This page is from APP, the official source of professional practice for policing.
The primary purpose of stop and search powers is to enable officers to allay or confirm suspicions about individuals without exercising their power of arrest (Code A paragraph 1.4). A stop and search where no illegal item is found may still be a legitimate outcome if it is conducted in a fair, lawful, professional and transparent way.
- focus on the lawfulness of search activity (in basis and in application), its effectiveness, and its compliance with professional and procedural requirements
- recognise and support good stop and search practices by officers, even where nothing is found
- be guided by the Code of Ethics and the National Decision Model in their decision making
Establish a supportive environment
Supervisors should seek to establish a supportive environment in which open and effective challenge can take place.
- Officers should be confident they will be supported in their use of stop and search, provided their decisions and conduct are lawful, fair, professional and transparent.
- Supervisors should acknowledge that searches can be legitimate even where nothing is found, recognise and share promising and compliant practices, highlight positive encounters and support officer development where it is needed.
- Supervisors should not use volumetric performance targets to assess stop and search, and should not use the number of searches as a measure of officer productivity. If quantitative frameworks are used, they should be accompanied by measures to mitigate the risk of unintended outcomes.
Facilitate and support training
Supervising officers are responsible for ensuring that their officers complete stop and search training as required by force policy.
- They should allocate training time and monitor completion levels.
- They should ensure that officers’ learning is kept up to date as appropriate, and that additional learning is undertaken where there is a development need.
- Supervisors should also consider what additional action may be required at a local level to support the training, in order to maximise its impact.
Encourage promising practice and highlight development needs
Supervisors should aim to use monitoring and more proactive supervision to:
- identify and encourage promising practices
- highlight development needs
- identify where additional or closer supervisory support may be required
Supervisors must monitor stop and search to ensure its use is appropriate, is lawful and complies fully with Code A. This should enable them to account for its use. The supervision of stop and search should not be viewed as a ‘tick box exercise’. The nature, extent and frequency of this monitoring should be proportionate to local or force concerns.
Scrutinise stop and search records of all those supervised
Supervisors should scrutinise stop and search records to ensure:
- compliance with the recording requirements (is the record complete and are the grounds made out?)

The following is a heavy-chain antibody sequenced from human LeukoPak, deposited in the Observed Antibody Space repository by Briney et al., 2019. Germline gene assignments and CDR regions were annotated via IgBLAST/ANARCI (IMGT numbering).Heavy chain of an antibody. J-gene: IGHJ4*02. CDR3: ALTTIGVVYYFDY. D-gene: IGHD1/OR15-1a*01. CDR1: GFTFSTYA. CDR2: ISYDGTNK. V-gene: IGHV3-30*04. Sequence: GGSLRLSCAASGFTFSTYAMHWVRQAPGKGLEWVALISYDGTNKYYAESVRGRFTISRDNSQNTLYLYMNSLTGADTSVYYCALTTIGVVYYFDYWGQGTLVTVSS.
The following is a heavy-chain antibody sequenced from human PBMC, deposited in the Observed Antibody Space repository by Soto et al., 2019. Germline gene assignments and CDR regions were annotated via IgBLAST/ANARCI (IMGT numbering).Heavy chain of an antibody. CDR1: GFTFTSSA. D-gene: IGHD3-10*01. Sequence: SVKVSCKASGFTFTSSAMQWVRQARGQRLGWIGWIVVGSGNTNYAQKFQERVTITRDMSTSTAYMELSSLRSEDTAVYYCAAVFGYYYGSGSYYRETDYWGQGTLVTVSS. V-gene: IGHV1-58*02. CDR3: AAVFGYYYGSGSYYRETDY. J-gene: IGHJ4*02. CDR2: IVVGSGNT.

- compliance, where applicable, with the BUSSS requirement to record whether or not anything was found, if it was linked to the reason for the stop and search, and the outcome of the stop and search
- accurate transfer of the record onto the relevant force data system
- that the written grounds are sufficiently detailed and reasonable (forces may require supervisors to check every stop and search form)
- compliance with Code A and other procedural requirements (for example, gender of search officer, appropriate referrals and safeguarding notifications being made for children and young people)
- consideration is given to whether there is any evidence that powers may have been used on the basis of stereotyped images or inappropriate generalisations
Analyse team and officer-level data
Supervisors should examine team- and officer-level data to understand trends and patterns in stop and search use, for example:
- the number of repeat (unsuccessful) searches of the same person
- the proportion of searches resulting in an arrest or other criminal justice outcome
- the proportion of searches based on information and intelligence, focused on force or local priorities, targeted towards active prolific offenders and/or carried out in recognised crime hot spots
Options for more proactive supervision that supervisors should consider include:
- reviewing body-worn video (BWV) footage of stop and search encounters (where available)
- directly observing stop and search encounters while on patrol
- listening into stop and search encounters over the radio
- debriefing stop and search encounters in person with individual officers while reviewing the stop and search record
- exploring complaints, or any other evidence of dissatisfaction, related to stop and search
- keeping their own records of search exposing intimate parts of the body (EIP) consultations – who, when and what the outcome of the consultation was (reasons and whether EIP search went ahead) – so that these can be cross-referenced to officer records
Supervisors must take timely and appropriate action if any concerns come to light about a team’s or an officer’s use of stop and search – for example, if an officer does not respond positively to additional support or breaches professional standards of behaviour.
- The appropriateness of the response will depend on the circumstances of each case.
- It may also be appropriate for supervisors to escalate concerns to a more senior officer, to take formal management action or to liaise with professional standards for them to consider disciplinary action.
- Supervisors should refer to the Code of Ethics, employment law and human resources policies and guidance when developing their response.
Supervisors should also record:
- their monitoring activities
- any proactive supervision and associated follow-up in relation to team and officer use of stop and search
- any relevant outcomes of these activities